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Mr. Weistart won first place at the Illinois State Fair in 2003 for his garlic.
Here are suggestions for amateur garlic growers who want to harvest good bulbs, cure them properly, and prepare some for an award winning display. They are based on a decade of raising garlic, talking with other growers and studying references on the subject.
With this information I was fortunate enough to win both individual first place and group championship ribbons at the 2003 Illinois State Fair, with the first garlic display I ever submitted for competitive judging. Now, my neighbor asked if I bought the bulbs at the local Shop and Save, but we can discount that as sour grapes, since his tomato plants are puny compared to mine and his onion crop is pitiful as well.
1. Go Organic. Forget about Miracle Grow, Sevin and other manufactured fertilizers and chemicals that do nothing for the structure of the soil or microorganisms that support and nourish your plants. As one alternative, look at products on the www.gardensalive.com Web site. Kelp and fish emulsion sprays, for example, are natural products that benefit the soil environment. The latter is cheap and available from Lowe's.
I have also amended my soil with soybean meal and dehydrated alfalfa. Note that the soybean mix can really smell for a while in hot weather after it rains. Elizabeth Stell's Secrets to Great Soil is a valuable reference.
2. Use Compost. www.organicgardening.com has good information about composting, and The Rodale Book of Composting provides important basic information. www.soilfoodweb.com is another resource, with Dr. Ingham's The Compost Tea Brewing Manual an invaluable source for understanding plant nutritional needs. Making compost is a subject in itself. I make mine from fresh-cut grass (not chemically treated with Weed and Feed, etc.), shredded dry maple leaves, and coffee grounds and filters from a local Barnes and Noble Starbucks Café. These ingredients are mixed in a proportion that produces a carbon to nitrogen ratio of between 25 to 1 and 35 to 1.
3. Develop Raised Beds. Sell the tiller, and get a broadfork(www.leevalley.com sells a good one). With judicious use of compost and raised beds, there will be little need for a tiller, which greatly disrupts soil structure. Make sure to not walk on the beds, as that compacts the soil. Instead, make walkways between the raised bed rows, and layer them first with whole newspapers and then top with cut grass or shredded leaves. The newspapers will stop weeds cold. Like most plants, garlic does best if the raised beds are in full sun, with no tree roots to rob the garden of nutrients. Take a look at Patricia Lanza's Lasagna Gardening, which expounds on sheet composting, but forget about her overuse of peat moss, which is acidic and not a renewable resource.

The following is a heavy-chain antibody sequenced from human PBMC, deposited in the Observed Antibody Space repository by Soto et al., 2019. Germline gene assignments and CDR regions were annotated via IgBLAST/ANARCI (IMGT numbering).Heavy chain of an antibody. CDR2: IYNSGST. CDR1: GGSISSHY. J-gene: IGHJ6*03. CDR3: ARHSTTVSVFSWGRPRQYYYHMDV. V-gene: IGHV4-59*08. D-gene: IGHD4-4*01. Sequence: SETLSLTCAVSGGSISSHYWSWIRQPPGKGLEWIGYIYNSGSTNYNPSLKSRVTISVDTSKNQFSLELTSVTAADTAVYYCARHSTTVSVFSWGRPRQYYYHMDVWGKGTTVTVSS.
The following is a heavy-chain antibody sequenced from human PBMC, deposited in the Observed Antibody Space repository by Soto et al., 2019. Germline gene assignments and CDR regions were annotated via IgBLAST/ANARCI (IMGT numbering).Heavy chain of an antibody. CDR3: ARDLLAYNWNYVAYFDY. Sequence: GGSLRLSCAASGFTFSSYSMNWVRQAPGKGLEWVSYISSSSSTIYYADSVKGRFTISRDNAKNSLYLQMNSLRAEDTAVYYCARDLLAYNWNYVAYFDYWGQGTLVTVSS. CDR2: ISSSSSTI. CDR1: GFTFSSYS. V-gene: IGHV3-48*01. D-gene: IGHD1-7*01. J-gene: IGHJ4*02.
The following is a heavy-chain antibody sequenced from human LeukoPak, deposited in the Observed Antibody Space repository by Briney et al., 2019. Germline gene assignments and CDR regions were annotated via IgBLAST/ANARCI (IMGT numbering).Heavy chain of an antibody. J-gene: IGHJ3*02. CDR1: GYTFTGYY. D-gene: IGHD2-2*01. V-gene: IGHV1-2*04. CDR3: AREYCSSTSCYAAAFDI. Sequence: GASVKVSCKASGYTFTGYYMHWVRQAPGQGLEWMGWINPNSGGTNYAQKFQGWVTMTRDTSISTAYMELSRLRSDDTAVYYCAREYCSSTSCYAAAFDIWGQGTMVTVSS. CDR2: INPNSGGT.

4. Plant Big Cloves. Small garlic cloves will produce small bulbs at the end of the growing season. Don't use store-bought garlic, as it is treated with growth inhibitors. www.TheGarlicStore.com and www.FilareeFarm.com are reliable sources for seed cloves. Their sales literature includes helpful descriptions of varietal types, and planting instructions as well. Filaree also publishes a reference that serious garlic growers need in their bookcases -- Ron Engeland's Growing Great Garlic.
Engeland has a reasoned presentation on the subject of cutting flower stalks on hardneck garlic. Bottom
line: if your soil is in the right condition, there is no need to cut the center stalk that grows up
from the bulb. I have never cut them off until after the bulbs have cured. Engeland thinks leaving
them on may help extend the storage period.
Plant around six weeks before the first hard freeze of the fall, and cover with four inches of mulched leaves, straw or grass. Don't use unshredded leaves, as they will act as a moisture block. This cover prevents the cloves from being pushed to the surface with cycles of freezing and thawing. Plant an inch or two deep, six inches apart in the row. I've had luck planting three rows close together (eight inches apart), so long as there is nothing crowding the raised bed on either side. Keep weeds to a minimum (the mulch will help with this).
Apply regular foliar sprayings of kelp, fish emulsion and compost tea. Side dress the plants with organic fertilizer up until mid-May. Stop watering at the end of May, when the plants quit growing leaves and begin to form bulbs.
6. Harvest Early. Harvest when sixty percent of the leaves are still green. Each leaf corresponds to one wrap around the bulb. Any breach of the wrapping will allow bacteria to spoil the cloves. Do not leave the harvested plants in the sun even for a minute, as the sun's rays will literally cook the raw bulb. Try to harvest prior to a rainy period. I dig mine up the first week of July. Brush off excess dirt, but don't wash the bulbs.
If humidity is a problem and soil is clumped on long roots, I trim them down to an inch or two, as roots wick moisture from the air that may contribute to mold at the bulb base.
Cure in the shade, preferable in a relatively cool place with low humidity and good air movement. A friend hangs his garlic in a corn crib with good results. I hang mine from rafters in a garage with an overhead fan. In times of high humidity, I put a dehumidifier in the garage when I can't leave it open. Let the garlic plants hang for a month, or until the center stalks turn brown. After curing, store garlic at room temperature.
Copywrite © 2003 by James R. Weistart